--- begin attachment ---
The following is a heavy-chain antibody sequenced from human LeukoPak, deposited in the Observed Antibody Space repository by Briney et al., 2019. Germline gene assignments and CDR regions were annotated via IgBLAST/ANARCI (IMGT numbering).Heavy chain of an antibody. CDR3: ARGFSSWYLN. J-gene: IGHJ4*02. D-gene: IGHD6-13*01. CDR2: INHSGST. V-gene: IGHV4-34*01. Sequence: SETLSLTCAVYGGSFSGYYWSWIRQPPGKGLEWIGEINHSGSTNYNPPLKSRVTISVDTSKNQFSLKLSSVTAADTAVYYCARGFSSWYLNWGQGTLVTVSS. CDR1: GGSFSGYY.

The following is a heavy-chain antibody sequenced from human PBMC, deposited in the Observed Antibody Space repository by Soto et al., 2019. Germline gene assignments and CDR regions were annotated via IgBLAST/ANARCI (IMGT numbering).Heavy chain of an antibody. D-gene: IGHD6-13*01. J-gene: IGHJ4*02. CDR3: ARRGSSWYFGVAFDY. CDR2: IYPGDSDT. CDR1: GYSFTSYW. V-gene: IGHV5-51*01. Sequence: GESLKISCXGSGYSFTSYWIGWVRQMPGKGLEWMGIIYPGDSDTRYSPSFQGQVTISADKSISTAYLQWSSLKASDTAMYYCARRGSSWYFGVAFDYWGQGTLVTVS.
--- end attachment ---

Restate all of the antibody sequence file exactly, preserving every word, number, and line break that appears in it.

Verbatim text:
The following is a heavy-chain antibody sequenced from human LeukoPak, deposited in the Observed Antibody Space repository by Briney et al., 2019. Germline gene assignments and CDR regions were annotated via IgBLAST/ANARCI (IMGT numbering).Heavy chain of an antibody. CDR3: ARGFSSWYLN. J-gene: IGHJ4*02. D-gene: IGHD6-13*01. CDR2: INHSGST. V-gene: IGHV4-34*01. Sequence: SETLSLTCAVYGGSFSGYYWSWIRQPPGKGLEWIGEINHSGSTNYNPPLKSRVTISVDTSKNQFSLKLSSVTAADTAVYYCARGFSSWYLNWGQGTLVTVSS. CDR1: GGSFSGYY.

The following is a heavy-chain antibody sequenced from human PBMC, deposited in the Observed Antibody Space repository by Soto et al., 2019. Germline gene assignments and CDR regions were annotated via IgBLAST/ANARCI (IMGT numbering).Heavy chain of an antibody. D-gene: IGHD6-13*01. J-gene: IGHJ4*02. CDR3: ARRGSSWYFGVAFDY. CDR2: IYPGDSDT. CDR1: GYSFTSYW. V-gene: IGHV5-51*01. Sequence: GESLKISCXGSGYSFTSYWIGWVRQMPGKGLEWMGIIYPGDSDTRYSPSFQGQVTISADKSISTAYLQWSSLKASDTAMYYCARRGSSWYFGVAFDYWGQGTLVTVS.